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Chapter 19b- The Circulatory System: Physiology of the Heart

by: Marlee Porter

Chapter 19b- The Circulatory System: Physiology of the Heart BIOL 20214

Marketplace > Texas Christian University > Biology > BIOL 20214 > Chapter 19b The Circulatory System Physiology of the Heart
Marlee Porter

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About this Document

exam1 study guide
Anatomy and Physiology
Mrs. Crenshaw
Study Guide
anatomy, Physiology, Anatomy & Physiology, Circulatory System, The Heart
50 ?




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This 7 page Study Guide was uploaded by Marlee Porter on Wednesday February 3, 2016. The Study Guide belongs to BIOL 20214 at Texas Christian University taught by Mrs. Crenshaw in Spring 2016. Since its upload, it has received 35 views. For similar materials see Anatomy and Physiology in Biology at Texas Christian University.


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Date Created: 02/03/16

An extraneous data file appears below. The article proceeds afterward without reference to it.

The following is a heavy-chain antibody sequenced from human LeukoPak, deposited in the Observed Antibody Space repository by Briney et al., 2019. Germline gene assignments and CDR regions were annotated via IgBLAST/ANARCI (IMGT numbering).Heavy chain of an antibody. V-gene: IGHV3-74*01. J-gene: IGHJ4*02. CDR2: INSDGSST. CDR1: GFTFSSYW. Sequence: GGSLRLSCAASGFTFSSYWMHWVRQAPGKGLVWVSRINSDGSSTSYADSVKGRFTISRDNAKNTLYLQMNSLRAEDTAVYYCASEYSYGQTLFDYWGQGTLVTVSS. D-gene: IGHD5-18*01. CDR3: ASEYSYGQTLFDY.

Chapter 19b­ The Circulatory system: Cardiac Physiology Cardiac Muscle  ­Cardiocytes­ cardiac muscle cells ­Intercalated discs­ thick connections between cardiocytes  ­Gap Junctions­ channels allowing ion flow between cells ­Desmosomes­ anchor cells together ­Interdigitating folds­ increase surface area between cells  ­Cardiocytes rely almost exclusively on aerobic cellular respiration ­The heart is fatigue resistant, but requires constant oxygen supply ­Adults derive 60­90% of ATP from fatty acids ­The heart can adapt to metabolize whatever nutrient source is available (even lactic acid) ­Damaged cardiac muscle is replaced almost entirely with fibrosis (scar tissue) ­Two types of cardiocytes: ­Contractile Cardiocyte Cells ­Most numerous  ­Gap junctions form a functional syncytium to allow all connected  cardiocytes to contract simultaneously  ­Pacemaker Cells ­Non­contractile cells ­Capable of self­depolarization; do not require extrinsic stimulation to  facilitate cardiac contraction  ­Bundled together to form nodes, which collectively form the Intrinsic  Conduction System  ­Connected to one another and to cardiocytes via gap junctions  Electrical Events of the Heart  ­Pacemaker Cells and the Intrinsic Conduction System  ­Determines the innate rhythm of the heart ­Anatomy consists of a series of pacemaker cells which form the: ­Sinoatrial Node ­Atrioventricular Node ­Bundle of His and the bundle branches ­Purkinje Fibers ­Sa node regulates heart rate; failure for the SA node to function will results in one of the  slower nodes to take over ­The rhythm of these cells can be influenced by numerous chemical and mechanical  elements ­Normal rhythm is generally 70­80bpm  ­The Sinoatrial Node (SA)= “the pacemaker” ­Generates the sinus rhythm of the heart and stimulate the two atria to  contract simultaneously ­As long as the SA node is active, all other cells of the cardiac conduction  system will depolarize at the sinus rhythm   ­At rest, it receives input from the parasympathetic Vagus Nerve  ­This Vagal Tone keeps resting heart rate around 75bpm ­Innate rhythm is closer to 100bpm without Vagal tone ­Atrioventricular Node (AV) ­Receives depolarization from SA node due to gap junctions ­Delays impulse travel by 100ms, which allows atria to finish contraction  before the ventricles begin contraction  ­Without the SA node, the AV node would generate 40­50 impulses per  minute (nodal or junctional rhythm)  ­Sufficient to maintain life  ­ Bundle of His (Atrioventricular Bundle) -Carries signals from the AV node through the ventricular septum and forks into the Right and Left Bundle branches -Without the AV node, the bundle would generate 30 impulses per minute -Too slow to maintain life -Purkinje Fibers -Arise from the bundle branches -Controls the bulk of ventricular depolarization -More elaborate network in the left ventricle -Entire ventricular myocardium depolarizes about 200ms after the SA node fires Potentials of Pacemaker Cells 1. Leakage channels allow the slow, constant influx of Na+ (pacemaker potential) 2. Slow gain of Na+ enables membrane potential to reach threshold (-40mV) 3. At threshold potential, voltage-gated Ca2+ channels open, allowing a fast Ca2+ influx, resulting in depolarization 4. As Ca3+ channels close, K+ channels open, resulting in the efflux of K+ 5. K+ efflux results in repolarization, returning the SA node cells to resting membrane potential (-60mV) Potentials of Cardiocytes -Impulse generated by the SA node causes both atria to fire simultaneously -Cardiocyte: -Only contract when stimulated- they do not exhibit pacemaker potentials seen in the SA node -Resting membrane potential is -90mV -Stimulus opens Na+ voltage-gated channels in the cardiocytes, which results in depolarization of the cardiocytes -At threshold, more Na+ channels open, resulting in positive feedback of signal propagation -Plateau Phase -Slow Ca2+ channels are opened by depolarization -Prolong depolarization for 200-250ms, which prolongs time of contraction -Prevents a brief “muscle twitch” to ensure that ventricles contract fully to expel blood -Long Absolute Refractory Period -About 250ms -Longer than in skeletal muscle -Prevents wave summation and tetanus in the heart, which would stop the pumping action of the heart Electrical Events of the Heart -Electrocardiogram (ECG or EKG) -All action potentials generated by both the SA/AV nodes, and the contractile cells at a given time -Recorded by attaching leads to various places on the body -Tracings- series of waves that indicate abnormalities with the heart’s electrical activities -The letters represent the electrical activity that proceeds the mechanical activity -Electrical Events -Described as depolarization or repolarization -Electrical leads to mechanical -Mechanical Events -Systole- contraction -Diastole- relaxation P wave- depolarization of the atria QRS wave- depolarization of the ventricles; repolarization of the atria T Wave- repolarization of the ventricles RST (RT)= systole TPQ (TQ)= diastole RR= whole time it takes to get through one cardiac event PR= onset of atrial depolarization to the onset of ventricular depolarization QT= onset of ventricular depolarization to end of ventricular repolarization (refractory period of the ventricles) T-P segment- end of one cardiac event, beginning of a second Cardiac Arrhythmias -Arrhythmia- any deviation from the sinus rhythm -Ventricular Fibrillation- hallmark of a heart attack -Random ventricular depolarization that repeatedly re-stimulates ventricular regions without patterned diastole -Atrial Fibrillation- high frequency depolarization that fails to stimulate the ventricle -Common in elderly -Less fatal -Defibrillation- electric shock used to “reset” the SA node -Heart Block- failure for any part of the conduction system to transmit signals, usually due to disease or degeneration -Named for the region of the conduction system that fails -Total heart block follows damage to AV node -Ectopic Focus- any region of spontaneous firing other than the SA node -Extrasystole- Premature ventricular contraction (PVC) -Type of ectopic focus -When other parts of the conduction system fire before the SA node -Can be stimulated by caffeine, nicotine, stress, or electrolyte imbalance Mechanical Events of the Heart The Cardiac Cycle -All events associated with blood flow through the heart during one complete heart beat; follow electrical activity 1. Ventricular Filling- mid to late (atrial) diastole -AV Valves open, SL valves close -80% blood enter ventricles passively, remaining 20% enters as atria contract; all from superior and inferior vena cava, and coronary sinus -End Diastolic Volume (EDV) -Maximum amount of blood the ventricles will contain following atrial contraction -At the end, the atria relax and the ventricles begin to depolarize 2. Isovolumetric Contraction Phase -Ventricles begin to contract and increased blood pressure forces AV valves open -Short period in which both AV and SL valves are close and blood is “trapped” in each ventricle 3. Ventricular Ejection Phase -Increased pressure inside the ventricles overcomes the pressure on the opposing side of the SL valves, and the two SL valves open -Pulmonary trunk- goes from diastolic to systolic -Aorta- goes from diastolic to systolic -Same volume of blood ejected on both sides of the heart -Atria are in diastole and are filling with blood 4. Isovolumetric Relaxation -Early ventricular diastole -SL valves close due to change in pressure system and the AV valves have not opened yet -Dicrotic Notch- indicates closure of the aortic SL valves -End Systolic Volume (ESV) -Small amount of blood remaining in ventricle -Ventricular filling will begin again, once atrial pressure exceeds ventricular pressure, and the AV valves open Heart Sounds -Lub- AV valves close, mitral valves close; louder, longer sound -Dup- SL valves close, aortic valve closes; short, sharp sound -Heart murmur- abnormal heart sounds as blood flows through the heart -Incompetent Valve- “leaky”; same blood re-pumped multiple times -Stenosis- valves are stiff and do not open completely; heart contracts more forcefully